To help colleges and universities be more safe and secure, the VTV Family Outreach Foundation (VTV) released a new integrated framework for improving campus safety called the 32 National Campus Safety Initiative (32 NCSI).
This first phase of 32 NCSI provides universities with a series of free, confidential, online self-assessment tools to improve comprehensive campus safety programs. Several institutions including the University of Florida and George Mason University have already completed pilot versions of 32 NCSI.
VTV is a national non-profit organization founded by the families of the victims and survivors of the Virginia Tech tragedy. Using the VTV's tools, colleges and universities will be able to better self assess safety measures across nine important areas: alcohol and other drugs, campus public safety, emergency management, hazing, mental health, missing students, physical security, sexual violence, and threat assessment.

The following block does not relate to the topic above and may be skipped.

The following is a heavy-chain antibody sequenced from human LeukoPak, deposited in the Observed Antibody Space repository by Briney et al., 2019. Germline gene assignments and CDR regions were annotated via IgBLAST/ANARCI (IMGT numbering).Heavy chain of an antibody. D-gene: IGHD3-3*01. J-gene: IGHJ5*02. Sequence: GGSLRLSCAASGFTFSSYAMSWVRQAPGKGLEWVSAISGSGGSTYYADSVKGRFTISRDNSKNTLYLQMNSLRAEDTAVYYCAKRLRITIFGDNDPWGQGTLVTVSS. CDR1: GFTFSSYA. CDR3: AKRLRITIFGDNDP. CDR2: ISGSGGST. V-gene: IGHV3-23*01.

"Institutions are sometimes criticized for campus safety efforts," says Peter Lake, the Chairman of 32 NCSI's Advisory Council and a professor of law at Stetson University. "For the first time, there is now a tool to help campuses implement effective programs across a wide variety of safety metrics."
"The 32 NCSI is designed to bring professionals together with a multi-department team approach that breaks down potential school silos," says Jen Day Shaw, associate vice president and dean of students at University of Florida. "Institutions will benefit from doing the process together as a team. Institutions will also benefit from the assessment results – determining areas that need improvement, prioritizing those, and utilizing the VTV panel of experts and professional staff to receive resources to address those priorities."
Universities can sign up for the program at www.32ncsi.org.